The shortest was 114 days in 1901, followed by 133 days in 1912,
says the Hays (Kansas) Daily News.
The Daily News reported that an all-time (114-year) record was broken on September 13, 2014, when the thermometer dipped to 31 degrees F.
The low of 31 degrees not only was a new record for the day, but a new record for the first frost of the fall.
It also means this year’s growing season — at 134 days — is the third shortest on record in this bread basket of the U.S.. The shortest was 114 days in 1901, followed by 133 days in 1912.
Previously, the earliest fall frost in 117 years of record keeping at the Kansas State University Agricultural Research Center was Sept. 17, recorded twice in 1901 and again two years later in 1903.
That means this year’s first frost broke the previous 114-year-old record by five days.
Many other areas also dropped to near- or below-freezing temperatures the following day, raising the specter of a double-whammy in those areas.
Late maturing grain sorghum crops the most likely to be affected
Corn, grain sorghum and soybeans are susceptible to freezing temperatures, said Kansas State University Agricultural Research Center chief Bob Gillen,.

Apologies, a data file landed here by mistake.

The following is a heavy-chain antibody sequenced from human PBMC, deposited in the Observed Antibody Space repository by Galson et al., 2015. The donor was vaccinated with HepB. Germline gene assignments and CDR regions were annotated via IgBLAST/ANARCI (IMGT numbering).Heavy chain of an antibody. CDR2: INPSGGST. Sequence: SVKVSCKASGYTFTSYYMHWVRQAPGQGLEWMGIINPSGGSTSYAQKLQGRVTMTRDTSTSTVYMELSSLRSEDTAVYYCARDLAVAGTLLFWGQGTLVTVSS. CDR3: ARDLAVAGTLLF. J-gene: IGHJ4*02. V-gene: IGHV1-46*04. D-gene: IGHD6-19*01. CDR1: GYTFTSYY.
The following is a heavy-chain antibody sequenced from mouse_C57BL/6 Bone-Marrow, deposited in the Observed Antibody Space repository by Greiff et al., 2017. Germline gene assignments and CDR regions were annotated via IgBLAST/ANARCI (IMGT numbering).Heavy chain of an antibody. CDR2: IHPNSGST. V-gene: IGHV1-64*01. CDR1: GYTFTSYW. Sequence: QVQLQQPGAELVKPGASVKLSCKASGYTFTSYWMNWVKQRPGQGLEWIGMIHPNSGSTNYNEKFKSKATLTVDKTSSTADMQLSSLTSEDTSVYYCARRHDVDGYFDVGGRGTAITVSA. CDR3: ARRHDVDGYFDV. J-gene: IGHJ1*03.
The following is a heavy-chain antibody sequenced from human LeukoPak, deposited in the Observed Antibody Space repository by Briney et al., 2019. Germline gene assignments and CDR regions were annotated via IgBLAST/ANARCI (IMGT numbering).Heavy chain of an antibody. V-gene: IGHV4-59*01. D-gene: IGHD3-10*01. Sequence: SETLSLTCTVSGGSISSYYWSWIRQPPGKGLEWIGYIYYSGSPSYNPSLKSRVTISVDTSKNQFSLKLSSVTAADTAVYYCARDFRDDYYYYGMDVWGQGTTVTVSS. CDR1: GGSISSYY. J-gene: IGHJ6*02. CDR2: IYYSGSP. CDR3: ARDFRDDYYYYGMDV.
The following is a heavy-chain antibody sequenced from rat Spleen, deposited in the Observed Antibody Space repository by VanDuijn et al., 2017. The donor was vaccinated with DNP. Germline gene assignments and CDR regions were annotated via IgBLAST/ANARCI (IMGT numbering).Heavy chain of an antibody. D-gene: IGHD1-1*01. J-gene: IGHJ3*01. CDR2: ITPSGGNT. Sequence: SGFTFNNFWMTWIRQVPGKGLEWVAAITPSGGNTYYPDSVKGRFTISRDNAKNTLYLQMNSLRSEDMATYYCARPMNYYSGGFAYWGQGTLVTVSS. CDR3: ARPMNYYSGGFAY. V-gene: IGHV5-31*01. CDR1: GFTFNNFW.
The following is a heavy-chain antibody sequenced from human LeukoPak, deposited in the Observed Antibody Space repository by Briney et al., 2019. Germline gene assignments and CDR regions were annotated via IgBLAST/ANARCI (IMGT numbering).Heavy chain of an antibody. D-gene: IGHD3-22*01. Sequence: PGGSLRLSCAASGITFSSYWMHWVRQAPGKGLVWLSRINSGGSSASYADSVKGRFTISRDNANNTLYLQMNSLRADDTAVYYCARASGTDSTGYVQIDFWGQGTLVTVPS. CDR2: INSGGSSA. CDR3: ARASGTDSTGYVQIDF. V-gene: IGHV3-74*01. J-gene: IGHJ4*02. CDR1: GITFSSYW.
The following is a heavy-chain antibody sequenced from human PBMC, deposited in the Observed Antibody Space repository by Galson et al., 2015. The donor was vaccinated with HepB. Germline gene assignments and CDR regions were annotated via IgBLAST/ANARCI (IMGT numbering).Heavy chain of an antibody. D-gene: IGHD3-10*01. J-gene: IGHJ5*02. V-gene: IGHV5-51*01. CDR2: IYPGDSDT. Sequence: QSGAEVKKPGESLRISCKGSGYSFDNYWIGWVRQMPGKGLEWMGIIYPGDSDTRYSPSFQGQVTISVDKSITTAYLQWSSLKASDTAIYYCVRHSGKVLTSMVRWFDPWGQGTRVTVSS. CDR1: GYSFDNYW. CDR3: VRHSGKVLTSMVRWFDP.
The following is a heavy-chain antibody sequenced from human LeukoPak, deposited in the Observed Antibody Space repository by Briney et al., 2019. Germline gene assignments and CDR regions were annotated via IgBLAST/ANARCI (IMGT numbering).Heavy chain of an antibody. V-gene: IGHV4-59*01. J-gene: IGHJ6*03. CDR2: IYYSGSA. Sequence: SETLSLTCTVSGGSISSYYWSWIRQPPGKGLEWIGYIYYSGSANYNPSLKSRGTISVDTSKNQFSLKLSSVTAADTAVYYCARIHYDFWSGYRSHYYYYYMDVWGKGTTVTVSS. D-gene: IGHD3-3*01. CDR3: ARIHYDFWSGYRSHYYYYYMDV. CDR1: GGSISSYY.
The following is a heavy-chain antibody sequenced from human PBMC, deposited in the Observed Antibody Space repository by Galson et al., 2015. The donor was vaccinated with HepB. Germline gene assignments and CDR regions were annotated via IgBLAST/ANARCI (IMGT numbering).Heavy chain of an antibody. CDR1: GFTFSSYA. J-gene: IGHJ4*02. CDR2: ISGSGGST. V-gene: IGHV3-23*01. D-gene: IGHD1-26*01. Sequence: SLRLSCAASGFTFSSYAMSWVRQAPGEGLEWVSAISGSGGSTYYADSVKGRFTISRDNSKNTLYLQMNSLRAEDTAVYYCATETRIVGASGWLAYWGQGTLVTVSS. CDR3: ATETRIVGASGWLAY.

Already, leaves on pumpkin plants growing at the research center have turned black as a result of the freezing temperature, and the upper third of a field of already drought-plagued forage growing east of Hays had turned brown.
Gillen said many corn fields already are at a stage where they won’t be hurt too badly by the freeze, but that’s not the case for many grain sorghum fields.
And don’t forget. After a “sharply wetter-than-normal July,” farmers had to wait before they could get in the field and plant grain sorghum this summer.
Now, with all of the recent rain, Gillen is also starting to worry about farmers being able to get wheat in the ground on a timely basis.
What have I been saying about fighting in the streets for food?
Thanks to J Bird for this link